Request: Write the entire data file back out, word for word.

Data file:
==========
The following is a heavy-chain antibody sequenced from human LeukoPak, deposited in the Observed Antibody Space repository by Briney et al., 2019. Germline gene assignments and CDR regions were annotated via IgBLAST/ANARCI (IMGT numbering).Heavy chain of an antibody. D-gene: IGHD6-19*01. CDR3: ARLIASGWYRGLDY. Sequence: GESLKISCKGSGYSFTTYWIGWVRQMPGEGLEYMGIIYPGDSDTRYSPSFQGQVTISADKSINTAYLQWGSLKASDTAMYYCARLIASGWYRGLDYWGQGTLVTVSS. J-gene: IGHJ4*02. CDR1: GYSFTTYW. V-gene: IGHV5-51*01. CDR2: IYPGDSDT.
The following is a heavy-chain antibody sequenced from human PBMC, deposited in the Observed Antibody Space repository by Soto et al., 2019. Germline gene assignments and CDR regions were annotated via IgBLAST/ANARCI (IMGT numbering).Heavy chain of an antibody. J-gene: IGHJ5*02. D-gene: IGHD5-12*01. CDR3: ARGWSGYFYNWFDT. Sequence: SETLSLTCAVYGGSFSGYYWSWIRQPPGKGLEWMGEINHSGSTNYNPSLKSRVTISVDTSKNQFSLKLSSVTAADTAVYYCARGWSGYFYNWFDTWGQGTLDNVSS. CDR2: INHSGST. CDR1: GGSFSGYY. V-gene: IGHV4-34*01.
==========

The following is a heavy-chain antibody sequenced from human LeukoPak, deposited in the Observed Antibody Space repository by Briney et al., 2019. Germline gene assignments and CDR regions were annotated via IgBLAST/ANARCI (IMGT numbering).Heavy chain of an antibody. D-gene: IGHD6-19*01. CDR3: ARLIASGWYRGLDY. Sequence: GESLKISCKGSGYSFTTYWIGWVRQMPGEGLEYMGIIYPGDSDTRYSPSFQGQVTISADKSINTAYLQWGSLKASDTAMYYCARLIASGWYRGLDYWGQGTLVTVSS. J-gene: IGHJ4*02. CDR1: GYSFTTYW. V-gene: IGHV5-51*01. CDR2: IYPGDSDT.
The following is a heavy-chain antibody sequenced from human PBMC, deposited in the Observed Antibody Space repository by Soto et al., 2019. Germline gene assignments and CDR regions were annotated via IgBLAST/ANARCI (IMGT numbering).Heavy chain of an antibody. J-gene: IGHJ5*02. D-gene: IGHD5-12*01. CDR3: ARGWSGYFYNWFDT. Sequence: SETLSLTCAVYGGSFSGYYWSWIRQPPGKGLEWMGEINHSGSTNYNPSLKSRVTISVDTSKNQFSLKLSSVTAADTAVYYCARGWSGYFYNWFDTWGQGTLDNVSS. CDR2: INHSGST. CDR1: GGSFSGYY. V-gene: IGHV4-34*01.